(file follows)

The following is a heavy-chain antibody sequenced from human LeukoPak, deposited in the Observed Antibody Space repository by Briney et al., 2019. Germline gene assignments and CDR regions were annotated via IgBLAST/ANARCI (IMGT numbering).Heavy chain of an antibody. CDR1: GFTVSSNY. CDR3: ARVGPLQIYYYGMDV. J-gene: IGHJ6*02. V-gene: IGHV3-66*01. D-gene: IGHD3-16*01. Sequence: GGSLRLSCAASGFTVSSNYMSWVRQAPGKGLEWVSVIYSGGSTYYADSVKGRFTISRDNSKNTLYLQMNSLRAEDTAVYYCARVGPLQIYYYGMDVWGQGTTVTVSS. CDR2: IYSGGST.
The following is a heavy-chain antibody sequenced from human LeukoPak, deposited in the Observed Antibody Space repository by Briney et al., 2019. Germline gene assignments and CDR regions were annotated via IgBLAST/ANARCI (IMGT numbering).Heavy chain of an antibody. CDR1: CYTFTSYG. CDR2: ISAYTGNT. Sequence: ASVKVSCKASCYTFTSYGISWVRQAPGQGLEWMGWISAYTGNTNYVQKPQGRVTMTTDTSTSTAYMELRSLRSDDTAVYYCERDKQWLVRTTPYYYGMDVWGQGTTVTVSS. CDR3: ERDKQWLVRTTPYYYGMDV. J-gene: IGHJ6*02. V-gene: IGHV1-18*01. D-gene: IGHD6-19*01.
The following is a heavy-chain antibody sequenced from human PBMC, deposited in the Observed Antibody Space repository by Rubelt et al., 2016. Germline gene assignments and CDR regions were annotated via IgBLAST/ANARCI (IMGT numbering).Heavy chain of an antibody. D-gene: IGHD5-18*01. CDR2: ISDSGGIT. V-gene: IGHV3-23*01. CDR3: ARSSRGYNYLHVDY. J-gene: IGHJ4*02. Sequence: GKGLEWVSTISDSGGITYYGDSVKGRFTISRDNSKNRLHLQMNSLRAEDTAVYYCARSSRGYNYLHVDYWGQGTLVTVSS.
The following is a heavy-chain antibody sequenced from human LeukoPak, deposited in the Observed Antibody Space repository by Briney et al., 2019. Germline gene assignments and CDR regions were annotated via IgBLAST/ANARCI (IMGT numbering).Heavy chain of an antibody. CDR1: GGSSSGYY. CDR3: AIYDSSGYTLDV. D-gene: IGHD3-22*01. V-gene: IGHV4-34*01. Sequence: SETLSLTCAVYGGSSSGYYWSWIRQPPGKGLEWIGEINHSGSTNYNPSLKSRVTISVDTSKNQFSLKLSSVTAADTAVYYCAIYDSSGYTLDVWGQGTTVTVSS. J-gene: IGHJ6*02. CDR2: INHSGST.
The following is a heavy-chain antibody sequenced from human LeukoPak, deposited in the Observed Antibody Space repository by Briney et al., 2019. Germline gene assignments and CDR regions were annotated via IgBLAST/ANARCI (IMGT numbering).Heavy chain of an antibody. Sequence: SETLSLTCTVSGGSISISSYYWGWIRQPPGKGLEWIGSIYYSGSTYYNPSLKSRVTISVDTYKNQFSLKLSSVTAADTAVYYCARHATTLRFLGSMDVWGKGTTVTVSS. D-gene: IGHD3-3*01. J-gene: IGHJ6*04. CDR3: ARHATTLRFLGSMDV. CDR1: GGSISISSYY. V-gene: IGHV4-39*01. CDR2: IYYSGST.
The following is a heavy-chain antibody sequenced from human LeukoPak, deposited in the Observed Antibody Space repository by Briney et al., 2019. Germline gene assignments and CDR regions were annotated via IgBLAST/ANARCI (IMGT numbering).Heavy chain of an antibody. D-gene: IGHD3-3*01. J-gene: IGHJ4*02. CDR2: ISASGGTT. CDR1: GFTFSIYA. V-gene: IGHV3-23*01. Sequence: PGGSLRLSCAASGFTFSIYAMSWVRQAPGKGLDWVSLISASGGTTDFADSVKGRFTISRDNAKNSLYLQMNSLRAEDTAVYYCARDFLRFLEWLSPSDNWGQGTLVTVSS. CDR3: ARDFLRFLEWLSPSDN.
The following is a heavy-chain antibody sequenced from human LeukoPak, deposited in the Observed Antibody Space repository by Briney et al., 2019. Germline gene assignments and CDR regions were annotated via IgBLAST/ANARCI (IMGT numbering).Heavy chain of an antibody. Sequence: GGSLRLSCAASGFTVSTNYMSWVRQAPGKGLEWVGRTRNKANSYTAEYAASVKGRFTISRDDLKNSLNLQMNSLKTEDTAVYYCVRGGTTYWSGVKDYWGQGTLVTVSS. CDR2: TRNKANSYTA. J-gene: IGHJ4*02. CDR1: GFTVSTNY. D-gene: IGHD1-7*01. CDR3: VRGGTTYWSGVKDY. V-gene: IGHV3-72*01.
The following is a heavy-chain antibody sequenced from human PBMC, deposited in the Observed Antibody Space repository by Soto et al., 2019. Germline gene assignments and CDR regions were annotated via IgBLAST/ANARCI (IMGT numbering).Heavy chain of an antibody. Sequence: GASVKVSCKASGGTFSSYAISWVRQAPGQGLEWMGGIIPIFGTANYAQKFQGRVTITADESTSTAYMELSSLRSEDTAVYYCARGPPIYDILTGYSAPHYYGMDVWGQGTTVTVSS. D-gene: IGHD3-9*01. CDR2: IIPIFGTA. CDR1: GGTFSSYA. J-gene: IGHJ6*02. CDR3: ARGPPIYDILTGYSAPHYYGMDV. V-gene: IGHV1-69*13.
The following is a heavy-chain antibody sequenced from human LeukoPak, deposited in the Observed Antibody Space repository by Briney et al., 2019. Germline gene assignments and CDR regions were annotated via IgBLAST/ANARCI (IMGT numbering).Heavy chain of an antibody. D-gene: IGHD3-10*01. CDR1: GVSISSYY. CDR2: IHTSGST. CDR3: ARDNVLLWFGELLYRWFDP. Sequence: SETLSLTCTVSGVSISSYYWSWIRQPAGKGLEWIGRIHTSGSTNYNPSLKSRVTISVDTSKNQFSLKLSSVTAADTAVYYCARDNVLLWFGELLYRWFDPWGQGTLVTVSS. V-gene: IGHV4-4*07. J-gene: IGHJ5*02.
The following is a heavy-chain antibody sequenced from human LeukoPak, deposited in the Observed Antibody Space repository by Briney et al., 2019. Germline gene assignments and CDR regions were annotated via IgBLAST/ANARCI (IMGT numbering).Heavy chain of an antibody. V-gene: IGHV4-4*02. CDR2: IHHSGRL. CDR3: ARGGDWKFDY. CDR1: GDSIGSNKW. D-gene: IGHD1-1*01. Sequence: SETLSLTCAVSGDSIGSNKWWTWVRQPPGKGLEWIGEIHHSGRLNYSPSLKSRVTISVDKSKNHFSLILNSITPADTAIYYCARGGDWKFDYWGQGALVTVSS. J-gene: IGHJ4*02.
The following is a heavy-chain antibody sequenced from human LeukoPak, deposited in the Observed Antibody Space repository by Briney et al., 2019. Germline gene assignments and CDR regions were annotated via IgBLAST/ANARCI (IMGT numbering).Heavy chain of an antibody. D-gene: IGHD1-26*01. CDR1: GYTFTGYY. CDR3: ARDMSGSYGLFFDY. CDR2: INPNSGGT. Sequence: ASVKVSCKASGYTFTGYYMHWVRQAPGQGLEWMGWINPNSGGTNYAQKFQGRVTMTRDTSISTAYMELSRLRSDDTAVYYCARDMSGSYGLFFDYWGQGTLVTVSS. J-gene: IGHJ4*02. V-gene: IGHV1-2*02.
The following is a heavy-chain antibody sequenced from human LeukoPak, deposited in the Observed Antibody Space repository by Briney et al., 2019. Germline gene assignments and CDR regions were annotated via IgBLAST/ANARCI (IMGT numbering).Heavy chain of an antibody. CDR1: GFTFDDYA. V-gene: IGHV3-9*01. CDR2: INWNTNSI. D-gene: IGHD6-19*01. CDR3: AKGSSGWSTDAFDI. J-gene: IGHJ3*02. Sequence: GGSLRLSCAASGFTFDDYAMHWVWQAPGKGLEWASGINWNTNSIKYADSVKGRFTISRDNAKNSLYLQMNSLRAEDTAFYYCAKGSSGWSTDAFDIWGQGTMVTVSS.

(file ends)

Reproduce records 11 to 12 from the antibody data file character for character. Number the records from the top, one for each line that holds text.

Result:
The following is a heavy-chain antibody sequenced from human LeukoPak, deposited in the Observed Antibody Space repository by Briney et al., 2019. Germline gene assignments and CDR regions were annotated via IgBLAST/ANARCI (IMGT numbering).Heavy chain of an antibody. D-gene: IGHD1-26*01. CDR1: GYTFTGYY. CDR3: ARDMSGSYGLFFDY. CDR2: INPNSGGT. Sequence: ASVKVSCKASGYTFTGYYMHWVRQAPGQGLEWMGWINPNSGGTNYAQKFQGRVTMTRDTSISTAYMELSRLRSDDTAVYYCARDMSGSYGLFFDYWGQGTLVTVSS. J-gene: IGHJ4*02. V-gene: IGHV1-2*02.
The following is a heavy-chain antibody sequenced from human LeukoPak, deposited in the Observed Antibody Space repository by Briney et al., 2019. Germline gene assignments and CDR regions were annotated via IgBLAST/ANARCI (IMGT numbering).Heavy chain of an antibody. CDR1: GFTFDDYA. V-gene: IGHV3-9*01. CDR2: INWNTNSI. D-gene: IGHD6-19*01. CDR3: AKGSSGWSTDAFDI. J-gene: IGHJ3*02. Sequence: GGSLRLSCAASGFTFDDYAMHWVWQAPGKGLEWASGINWNTNSIKYADSVKGRFTISRDNAKNSLYLQMNSLRAEDTAFYYCAKGSSGWSTDAFDIWGQGTMVTVSS.